“The limitation with current rapid tests is why many research groups – such as our own at University of Reading – have worked hard to develop novel blood testing technology that allows multiple laboratory tests to be performed in a small, portable and rapid device, without needing lab equipment. I hope that the current urgent need will drive rapid uptake of such innovative cutting edge technology, alongside making best use of tried-and-tested laboratory methods.”
Dr Simon Clarke, Associate Professor in Cellular Microbiology, University of Reading, said:
“The news that advances have been made in a developing a serological test for the coronavirus that causes Covid-19, is encouraging. This will allow for better analysis of who within the population has previously had the infection and allow mathematical modellers to better analyse how the virus spreads in the population. In the absence of a vaccine, this is essential for the development of better control measures.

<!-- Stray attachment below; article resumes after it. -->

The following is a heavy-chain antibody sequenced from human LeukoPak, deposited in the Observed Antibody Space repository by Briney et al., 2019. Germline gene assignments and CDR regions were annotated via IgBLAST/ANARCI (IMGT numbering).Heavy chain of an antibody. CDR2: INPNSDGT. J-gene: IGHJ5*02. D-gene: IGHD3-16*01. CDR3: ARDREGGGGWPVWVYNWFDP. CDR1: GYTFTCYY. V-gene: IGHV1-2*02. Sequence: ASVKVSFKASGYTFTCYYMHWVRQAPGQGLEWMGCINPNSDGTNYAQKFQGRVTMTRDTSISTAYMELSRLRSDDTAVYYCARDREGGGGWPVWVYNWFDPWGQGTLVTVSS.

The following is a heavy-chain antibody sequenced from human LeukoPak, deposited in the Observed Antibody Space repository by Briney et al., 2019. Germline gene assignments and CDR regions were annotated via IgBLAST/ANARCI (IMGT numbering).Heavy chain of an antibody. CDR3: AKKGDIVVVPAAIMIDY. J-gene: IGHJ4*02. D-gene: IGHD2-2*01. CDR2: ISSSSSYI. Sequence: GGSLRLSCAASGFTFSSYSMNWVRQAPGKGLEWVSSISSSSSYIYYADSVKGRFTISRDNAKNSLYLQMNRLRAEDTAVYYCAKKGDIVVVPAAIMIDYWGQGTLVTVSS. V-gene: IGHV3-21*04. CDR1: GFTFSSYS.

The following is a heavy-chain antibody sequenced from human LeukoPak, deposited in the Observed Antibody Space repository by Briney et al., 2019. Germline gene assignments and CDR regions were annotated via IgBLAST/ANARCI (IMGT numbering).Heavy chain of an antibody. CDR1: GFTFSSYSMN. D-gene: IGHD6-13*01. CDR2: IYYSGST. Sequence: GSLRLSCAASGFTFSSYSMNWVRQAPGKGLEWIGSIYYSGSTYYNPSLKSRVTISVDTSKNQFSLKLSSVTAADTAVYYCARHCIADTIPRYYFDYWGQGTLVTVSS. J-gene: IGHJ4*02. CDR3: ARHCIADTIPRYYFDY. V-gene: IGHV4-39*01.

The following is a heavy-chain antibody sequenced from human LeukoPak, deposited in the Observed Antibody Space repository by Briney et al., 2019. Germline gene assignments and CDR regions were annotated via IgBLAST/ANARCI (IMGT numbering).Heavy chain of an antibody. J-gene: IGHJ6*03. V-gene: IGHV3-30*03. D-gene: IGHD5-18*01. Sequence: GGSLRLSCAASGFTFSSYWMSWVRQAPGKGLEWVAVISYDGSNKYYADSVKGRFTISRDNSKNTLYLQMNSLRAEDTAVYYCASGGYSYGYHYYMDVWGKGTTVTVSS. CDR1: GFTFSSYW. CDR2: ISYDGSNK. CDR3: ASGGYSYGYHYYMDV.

“The two remaining hurdles will be the scaling up of tests for use across the population and making testing easier and cheaper to be used widely which is where innovative solutions using existing technologies may be able to help. If the Government is able to clear both of those challenges, we could see an army of people who have cleared the virus and developed antibodies back on our streets, in our hospitals and schools to help the UK deal with the pandemic.”
Dr Andrew Freedman, Reader in Infectious Diseases, Honorary Consultant Physician, Cardiff University School of Medicine, said:
“The planned increase in testing to 25,000 per day in England is welcome news. Currently testing is being limited mainly to those patients ill enough to require admission to hospital. However, the increased testing capacity should allow more patients to be tested in the community. This will enable surveillance of the spread of the infection within the community, as well as informing individuals with symptoms whether or not they have COVID-19 and whether they need to continue to self-isolate. This is particularly important for healthcare workers and others who provide essential services.